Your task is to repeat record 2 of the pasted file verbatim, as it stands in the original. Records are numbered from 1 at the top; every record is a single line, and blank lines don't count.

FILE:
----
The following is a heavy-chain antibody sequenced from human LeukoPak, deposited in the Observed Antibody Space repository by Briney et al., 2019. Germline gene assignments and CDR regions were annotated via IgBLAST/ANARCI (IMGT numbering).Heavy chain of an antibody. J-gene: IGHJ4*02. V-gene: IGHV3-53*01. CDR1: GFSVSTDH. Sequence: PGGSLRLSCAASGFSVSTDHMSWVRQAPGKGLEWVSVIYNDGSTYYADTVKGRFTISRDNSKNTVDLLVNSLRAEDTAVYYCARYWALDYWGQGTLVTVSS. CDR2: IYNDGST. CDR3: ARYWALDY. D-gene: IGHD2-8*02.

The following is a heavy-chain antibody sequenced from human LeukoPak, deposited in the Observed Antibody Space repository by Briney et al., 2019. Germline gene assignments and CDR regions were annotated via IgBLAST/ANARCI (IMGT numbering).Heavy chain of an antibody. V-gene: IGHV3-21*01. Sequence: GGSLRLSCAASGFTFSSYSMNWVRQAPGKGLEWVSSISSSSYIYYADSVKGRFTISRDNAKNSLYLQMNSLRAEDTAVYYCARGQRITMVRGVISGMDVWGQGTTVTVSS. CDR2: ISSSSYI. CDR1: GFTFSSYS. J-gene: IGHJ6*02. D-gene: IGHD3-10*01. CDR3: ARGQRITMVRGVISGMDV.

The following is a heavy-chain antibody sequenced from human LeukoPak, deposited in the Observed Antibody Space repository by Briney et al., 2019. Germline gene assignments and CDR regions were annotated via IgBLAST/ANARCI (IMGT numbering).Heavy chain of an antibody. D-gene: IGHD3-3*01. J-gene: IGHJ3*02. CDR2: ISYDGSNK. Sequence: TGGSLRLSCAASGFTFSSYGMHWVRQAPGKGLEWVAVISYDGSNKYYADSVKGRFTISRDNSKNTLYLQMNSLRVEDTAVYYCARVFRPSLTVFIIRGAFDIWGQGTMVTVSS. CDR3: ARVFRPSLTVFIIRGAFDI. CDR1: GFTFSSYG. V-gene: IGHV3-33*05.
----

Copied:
The following is a heavy-chain antibody sequenced from human LeukoPak, deposited in the Observed Antibody Space repository by Briney et al., 2019. Germline gene assignments and CDR regions were annotated via IgBLAST/ANARCI (IMGT numbering).Heavy chain of an antibody. V-gene: IGHV3-21*01. Sequence: GGSLRLSCAASGFTFSSYSMNWVRQAPGKGLEWVSSISSSSYIYYADSVKGRFTISRDNAKNSLYLQMNSLRAEDTAVYYCARGQRITMVRGVISGMDVWGQGTTVTVSS. CDR2: ISSSSYI. CDR1: GFTFSSYS. J-gene: IGHJ6*02. D-gene: IGHD3-10*01. CDR3: ARGQRITMVRGVISGMDV.